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CHAP II.

Parliamentary Register.

Summary of the Debates from the opening of Parliament in January

till its prorogation in AugustThe King's SpeechThe Addresses –Irish Church ReformCorporation Inquiry-The Irish Coercion BillInequality of the Stamp DutiesIrish Jury Laws-Sugar DutiesScottish Royal Burghs-Disabilities of the Jews— Navy and Army EstimatesLocal Jurisdictions' BillFlogging in the Army-Chancery AmendmentsFactories' Bill— Regulation of Beer ShopsThe Budget-Distress of the Country-Colonial SlaveryThe Malt Duty-Law Reform Bills-House and Window DutiesObservance of the Sabbath——The Corn Laws, Renewal of the Bank Charter-Affairs of Portugal-Roman Catholic Marriages-General Registry of Deeds - Irish Tithes-East India Charter-Agricultural Labourers' BillLabour Rate Bill— Dra. matic Authors' Bill-Compensation for Tithe ArrearsProrogation by his Majesty in Person.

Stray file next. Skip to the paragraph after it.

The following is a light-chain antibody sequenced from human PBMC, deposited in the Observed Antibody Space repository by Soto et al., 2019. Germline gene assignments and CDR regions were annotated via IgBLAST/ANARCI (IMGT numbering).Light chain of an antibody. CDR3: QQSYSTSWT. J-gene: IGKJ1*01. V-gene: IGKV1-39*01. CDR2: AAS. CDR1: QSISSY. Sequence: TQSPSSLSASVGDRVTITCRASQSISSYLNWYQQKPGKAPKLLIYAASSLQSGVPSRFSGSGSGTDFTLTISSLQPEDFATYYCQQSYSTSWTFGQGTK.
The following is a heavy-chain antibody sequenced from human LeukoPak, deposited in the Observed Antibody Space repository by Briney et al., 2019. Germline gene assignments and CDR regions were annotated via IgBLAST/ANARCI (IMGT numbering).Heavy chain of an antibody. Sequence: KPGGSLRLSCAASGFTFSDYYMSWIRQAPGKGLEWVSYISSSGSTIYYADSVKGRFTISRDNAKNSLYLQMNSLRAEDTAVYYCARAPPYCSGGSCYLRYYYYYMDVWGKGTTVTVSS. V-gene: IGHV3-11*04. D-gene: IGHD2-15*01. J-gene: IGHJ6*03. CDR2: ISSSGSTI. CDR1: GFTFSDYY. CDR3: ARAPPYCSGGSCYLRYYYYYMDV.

FIRST REFORMED PARLIAMENT. Jan. 29.—This day being appointed for the opening of the first session of the new Parliament, the Members of the House of Commons, according to custom, proceeded to the Election of Speaker. Mr. Manners Sutton was proposed by Lord Morpetk and Sir Francis Burdett; and Mr. Littleton was proposed by Mr. Hume and Mr. O'Connell. After a debate of three hours, a division took place, which terminated in favour of Mr. M. Sutton, by a majority of 241 to 31. The remainder of the week was occupied in the usual preliminaries of swearing in Members, &c.

Feb. 5.—This being the day appointed for the formal opening of the two Houses of Parliament, his Majesty delivered the following most gracious speech ;